After my abbreviated interview with Hawaiian President and CEO Mark Dunkerley, it was time to move on. Next up was Peter Ingram, Chief Commercial Officer. I first met Peter a couple years back when I moderated a panel with him in Phoenix. After Peter, I met Avi Mannis who was just promoted to Senior Vice President of Marketing. Avi was the one who reached out to me after a critical post I wrote last year. He took the time to walk me through each of my points and I really appreciated that. I specifically asked to meet with him on this trip.
[Disclosure: Hawaiian paid for my flights and hotel]
Both Peter and Avi are clearly very smart and easy to talk to. One thing I found with not just these two but with everyone I spoke with was a real consistency. Whether it’s true or not, this seemed like a group of people who were actually working closely together.
Each meeting began with a genuine interest from each wondering about my flight in. With Avi, I gave a full rundown of the entire experience, and he seemed completely and totally interested in knowing the good and the bad. From there, I’ll give you some of the highlights. (As I said, these guys are all consistent so a full transcript would have a lot of overlap.)
Avi sees a lot of importance in the sensory experience on the airplane. A great example that was mentioned by multiple people on my visit is the soap on the airplane. Customers rave about its coconut smell. People ask where they can buy it, and the answer is you can’t. (They say they don’t have a good enough online shop.) But it’s more than just the smell of the soap. It’s the boarding music welcoming you to Hawaiʻi. It’s the ambient noise channel which is actually an audio tour around Hawaiʻi. It’s the imagery in the inflight magazine. Even the food is meant to try to create a sense of relaxation.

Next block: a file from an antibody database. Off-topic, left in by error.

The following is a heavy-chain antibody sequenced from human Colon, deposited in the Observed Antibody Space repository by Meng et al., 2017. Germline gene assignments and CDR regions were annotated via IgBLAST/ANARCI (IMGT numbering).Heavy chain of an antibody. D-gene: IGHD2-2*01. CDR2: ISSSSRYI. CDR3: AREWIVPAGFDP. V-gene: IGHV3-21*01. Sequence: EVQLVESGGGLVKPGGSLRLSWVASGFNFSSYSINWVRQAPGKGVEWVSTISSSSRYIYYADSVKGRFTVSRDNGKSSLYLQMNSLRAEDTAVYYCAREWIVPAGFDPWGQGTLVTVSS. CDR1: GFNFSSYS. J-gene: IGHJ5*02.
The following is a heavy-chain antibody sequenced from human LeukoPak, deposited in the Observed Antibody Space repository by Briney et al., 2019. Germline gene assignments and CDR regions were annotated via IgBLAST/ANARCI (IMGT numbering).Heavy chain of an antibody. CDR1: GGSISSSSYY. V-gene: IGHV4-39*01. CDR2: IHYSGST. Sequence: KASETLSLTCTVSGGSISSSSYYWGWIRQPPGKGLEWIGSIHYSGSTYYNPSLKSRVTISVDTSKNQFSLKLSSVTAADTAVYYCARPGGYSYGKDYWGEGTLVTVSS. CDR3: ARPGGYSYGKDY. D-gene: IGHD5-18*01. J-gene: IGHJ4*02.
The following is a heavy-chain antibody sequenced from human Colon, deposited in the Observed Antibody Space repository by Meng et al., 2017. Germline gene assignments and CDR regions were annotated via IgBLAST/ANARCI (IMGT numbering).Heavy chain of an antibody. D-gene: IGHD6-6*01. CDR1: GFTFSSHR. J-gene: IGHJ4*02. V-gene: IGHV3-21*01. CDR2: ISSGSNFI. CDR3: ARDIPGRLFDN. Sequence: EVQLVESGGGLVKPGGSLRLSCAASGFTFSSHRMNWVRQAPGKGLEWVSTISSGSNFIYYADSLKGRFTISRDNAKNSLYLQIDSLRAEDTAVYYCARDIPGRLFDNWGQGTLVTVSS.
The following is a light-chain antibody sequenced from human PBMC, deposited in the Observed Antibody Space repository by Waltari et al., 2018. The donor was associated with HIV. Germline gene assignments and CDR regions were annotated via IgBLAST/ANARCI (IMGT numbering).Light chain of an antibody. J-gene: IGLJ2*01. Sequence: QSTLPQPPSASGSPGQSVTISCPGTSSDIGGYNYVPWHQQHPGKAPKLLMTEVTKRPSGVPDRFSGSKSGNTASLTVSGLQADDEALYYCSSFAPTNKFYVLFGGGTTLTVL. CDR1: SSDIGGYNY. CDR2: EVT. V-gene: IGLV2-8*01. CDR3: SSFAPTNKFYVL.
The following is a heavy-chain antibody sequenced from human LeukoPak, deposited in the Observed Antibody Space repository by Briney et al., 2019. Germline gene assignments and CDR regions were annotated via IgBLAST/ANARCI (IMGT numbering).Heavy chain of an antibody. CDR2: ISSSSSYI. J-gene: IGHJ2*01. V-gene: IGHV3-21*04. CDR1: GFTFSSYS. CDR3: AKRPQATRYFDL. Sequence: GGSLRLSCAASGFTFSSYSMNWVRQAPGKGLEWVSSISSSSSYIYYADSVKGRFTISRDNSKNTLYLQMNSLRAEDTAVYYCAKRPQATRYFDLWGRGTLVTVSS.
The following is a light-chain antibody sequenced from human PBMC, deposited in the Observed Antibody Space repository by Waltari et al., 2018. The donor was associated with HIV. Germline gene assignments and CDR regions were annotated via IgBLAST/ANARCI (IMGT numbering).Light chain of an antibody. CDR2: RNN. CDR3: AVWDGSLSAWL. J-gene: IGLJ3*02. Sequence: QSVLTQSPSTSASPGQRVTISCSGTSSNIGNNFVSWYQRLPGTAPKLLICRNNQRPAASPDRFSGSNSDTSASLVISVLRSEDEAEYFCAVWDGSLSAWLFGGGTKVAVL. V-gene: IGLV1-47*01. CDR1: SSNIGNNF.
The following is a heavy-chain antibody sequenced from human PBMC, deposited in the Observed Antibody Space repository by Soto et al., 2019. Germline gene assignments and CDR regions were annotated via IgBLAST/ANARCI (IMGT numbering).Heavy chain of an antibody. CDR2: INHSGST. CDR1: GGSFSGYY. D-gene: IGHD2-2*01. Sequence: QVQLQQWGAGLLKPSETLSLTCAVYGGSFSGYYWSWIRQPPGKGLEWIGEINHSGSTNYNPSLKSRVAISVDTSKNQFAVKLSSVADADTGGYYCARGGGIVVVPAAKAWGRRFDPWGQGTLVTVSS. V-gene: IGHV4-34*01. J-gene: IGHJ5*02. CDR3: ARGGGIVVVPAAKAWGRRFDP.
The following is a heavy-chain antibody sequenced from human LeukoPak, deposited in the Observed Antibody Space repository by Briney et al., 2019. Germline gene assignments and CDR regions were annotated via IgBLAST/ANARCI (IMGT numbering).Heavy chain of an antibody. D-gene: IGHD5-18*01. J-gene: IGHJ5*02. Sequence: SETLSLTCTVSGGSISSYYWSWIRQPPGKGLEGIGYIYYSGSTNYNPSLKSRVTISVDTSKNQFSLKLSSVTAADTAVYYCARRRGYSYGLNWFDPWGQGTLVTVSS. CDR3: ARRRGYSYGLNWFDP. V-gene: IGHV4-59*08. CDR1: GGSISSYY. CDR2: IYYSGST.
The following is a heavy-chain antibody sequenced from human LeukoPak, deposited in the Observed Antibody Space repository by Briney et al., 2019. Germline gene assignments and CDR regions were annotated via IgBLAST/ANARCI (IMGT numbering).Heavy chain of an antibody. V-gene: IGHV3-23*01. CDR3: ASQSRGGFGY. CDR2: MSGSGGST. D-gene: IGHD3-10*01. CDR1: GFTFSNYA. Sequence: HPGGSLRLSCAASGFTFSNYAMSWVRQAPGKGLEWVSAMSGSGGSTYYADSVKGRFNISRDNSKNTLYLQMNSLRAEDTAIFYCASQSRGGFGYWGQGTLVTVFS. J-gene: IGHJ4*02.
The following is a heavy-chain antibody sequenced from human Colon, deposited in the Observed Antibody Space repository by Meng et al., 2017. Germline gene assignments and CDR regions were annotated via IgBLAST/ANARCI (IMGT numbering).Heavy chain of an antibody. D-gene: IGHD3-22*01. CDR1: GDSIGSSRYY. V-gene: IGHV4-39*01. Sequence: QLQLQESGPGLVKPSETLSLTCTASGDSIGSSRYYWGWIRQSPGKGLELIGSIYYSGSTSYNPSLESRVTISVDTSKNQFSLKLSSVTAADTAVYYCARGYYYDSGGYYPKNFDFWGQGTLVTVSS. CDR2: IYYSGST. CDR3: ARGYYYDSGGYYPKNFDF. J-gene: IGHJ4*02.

Special and Premium Meals
Speaking of food, giving free meals in general isn’t going away. Avi noted that “Giving people something is an inherent trigger of hospitality.” it’s the act of giving them something and welcoming them that also makes the job of the flight attendant easier.
Hawaiian doesn’t do special meals today at all, and that seems like an issue to me considering the longer and longer hauls. Avi admitted that they want to do special meals, but it’s not as easy as it sounds. They are at least trying to do more to communicate better that special meals aren’t available. “For a brand that is about hospitality, it’s tough to have that experience.”
They did have premium meals that people could buy at the gate or onboard but the uptake wasn’t great and there was too much spoilage. They’d like to bring them back, possibly with pre-ordering online at some point.
Just as Mark said, they haven’t made any decision about whether to go with flat beds or not up front. But Hawaiʻi is a very different market than the mainland and it’s a tougher business case to make. It sounds like this is something that gets debated often.
Peter did mention that they’re also looking the idea of creating sub-fleets. In other words, one group of A330s could have a more premium product and be used on the longer international runs while the other group could have a more similar product to what’s there today flying to the west coast, where they already have the best product.
It sounds like the team at Hawaiian isn’t sure if they’d put in-seat video on their airplanes again for west coast flying. (And I’d be surprised to see it on the A321neos when those come in.) For international though, it is still very important. They do love the idea of delivering content (eg wireless streaming). We already talked about how important they consider all the sensory experiences, so delivering content fits right in. As for wifi, it’s not coming soon. The options over the Pacific historically haven’t been very good, and it’s not necessary just yet. They fully realize that will change.
About 18 months ago, Hawaiian started rebuilding its entire e-commerce platform from scratch. Both Peter and Avi mentioned that it had been a long time since they last did a project like this and so they had just continued to bolt things on over time. When the new project is up and running (beginning on Asian sites later this year with the US site to come in Q1 2015), it will make it way easier to service a booking after it’s been made. It should be a significantly improved experience across the board. They’re also working on doing more with mobile, admitting they’d fallen too far behind on that.
With those meetings done, we grabbed lunch and then headed back to the airport. It was time to fly once again, but this time on the smallest airplanes in the fleet, ATR 42s operated as ʻOhana by Hawaiian. We headed over to gate 49, the main gate used for ʻOhana and met with Hadden Watt, Managing Director of ʻOhana while we waited for our flight.
Hawaiian started ʻOhana in March as a way to serve the smaller islands. It’s been years since Hawaiian served both Molokaʻi and Lanaʻi on its own. In recent years, Hawaiian has codeshared with smaller operators but the airline decided the time had come to get back in the game.